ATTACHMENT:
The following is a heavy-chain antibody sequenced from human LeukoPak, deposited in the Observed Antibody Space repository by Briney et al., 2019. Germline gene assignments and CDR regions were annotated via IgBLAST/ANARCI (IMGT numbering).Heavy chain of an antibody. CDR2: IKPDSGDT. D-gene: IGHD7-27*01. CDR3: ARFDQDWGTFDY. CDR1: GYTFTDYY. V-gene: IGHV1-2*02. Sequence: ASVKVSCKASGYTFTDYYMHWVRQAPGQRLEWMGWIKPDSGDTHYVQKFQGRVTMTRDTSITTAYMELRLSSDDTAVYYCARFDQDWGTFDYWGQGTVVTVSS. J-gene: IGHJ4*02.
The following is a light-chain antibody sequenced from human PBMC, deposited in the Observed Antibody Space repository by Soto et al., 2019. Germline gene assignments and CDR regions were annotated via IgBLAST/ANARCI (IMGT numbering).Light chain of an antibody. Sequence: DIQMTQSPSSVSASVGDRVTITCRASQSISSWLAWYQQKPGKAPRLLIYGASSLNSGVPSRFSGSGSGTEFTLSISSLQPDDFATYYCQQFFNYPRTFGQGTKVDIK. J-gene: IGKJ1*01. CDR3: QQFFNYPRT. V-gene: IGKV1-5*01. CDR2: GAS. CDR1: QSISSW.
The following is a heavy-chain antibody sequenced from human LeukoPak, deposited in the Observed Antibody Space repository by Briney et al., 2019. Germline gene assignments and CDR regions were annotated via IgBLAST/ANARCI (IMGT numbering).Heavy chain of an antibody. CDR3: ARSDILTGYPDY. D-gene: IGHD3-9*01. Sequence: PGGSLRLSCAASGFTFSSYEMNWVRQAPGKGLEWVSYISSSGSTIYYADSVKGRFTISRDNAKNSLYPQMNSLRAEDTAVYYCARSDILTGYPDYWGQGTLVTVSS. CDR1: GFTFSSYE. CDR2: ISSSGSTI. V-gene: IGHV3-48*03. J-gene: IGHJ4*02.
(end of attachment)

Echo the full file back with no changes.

The following is a heavy-chain antibody sequenced from human LeukoPak, deposited in the Observed Antibody Space repository by Briney et al., 2019. Germline gene assignments and CDR regions were annotated via IgBLAST/ANARCI (IMGT numbering).Heavy chain of an antibody. CDR2: IKPDSGDT. D-gene: IGHD7-27*01. CDR3: ARFDQDWGTFDY. CDR1: GYTFTDYY. V-gene: IGHV1-2*02. Sequence: ASVKVSCKASGYTFTDYYMHWVRQAPGQRLEWMGWIKPDSGDTHYVQKFQGRVTMTRDTSITTAYMELRLSSDDTAVYYCARFDQDWGTFDYWGQGTVVTVSS. J-gene: IGHJ4*02.
The following is a light-chain antibody sequenced from human PBMC, deposited in the Observed Antibody Space repository by Soto et al., 2019. Germline gene assignments and CDR regions were annotated via IgBLAST/ANARCI (IMGT numbering).Light chain of an antibody. Sequence: DIQMTQSPSSVSASVGDRVTITCRASQSISSWLAWYQQKPGKAPRLLIYGASSLNSGVPSRFSGSGSGTEFTLSISSLQPDDFATYYCQQFFNYPRTFGQGTKVDIK. J-gene: IGKJ1*01. CDR3: QQFFNYPRT. V-gene: IGKV1-5*01. CDR2: GAS. CDR1: QSISSW.
The following is a heavy-chain antibody sequenced from human LeukoPak, deposited in the Observed Antibody Space repository by Briney et al., 2019. Germline gene assignments and CDR regions were annotated via IgBLAST/ANARCI (IMGT numbering).Heavy chain of an antibody. CDR3: ARSDILTGYPDY. D-gene: IGHD3-9*01. Sequence: PGGSLRLSCAASGFTFSSYEMNWVRQAPGKGLEWVSYISSSGSTIYYADSVKGRFTISRDNAKNSLYPQMNSLRAEDTAVYYCARSDILTGYPDYWGQGTLVTVSS. CDR1: GFTFSSYE. CDR2: ISSSGSTI. V-gene: IGHV3-48*03. J-gene: IGHJ4*02.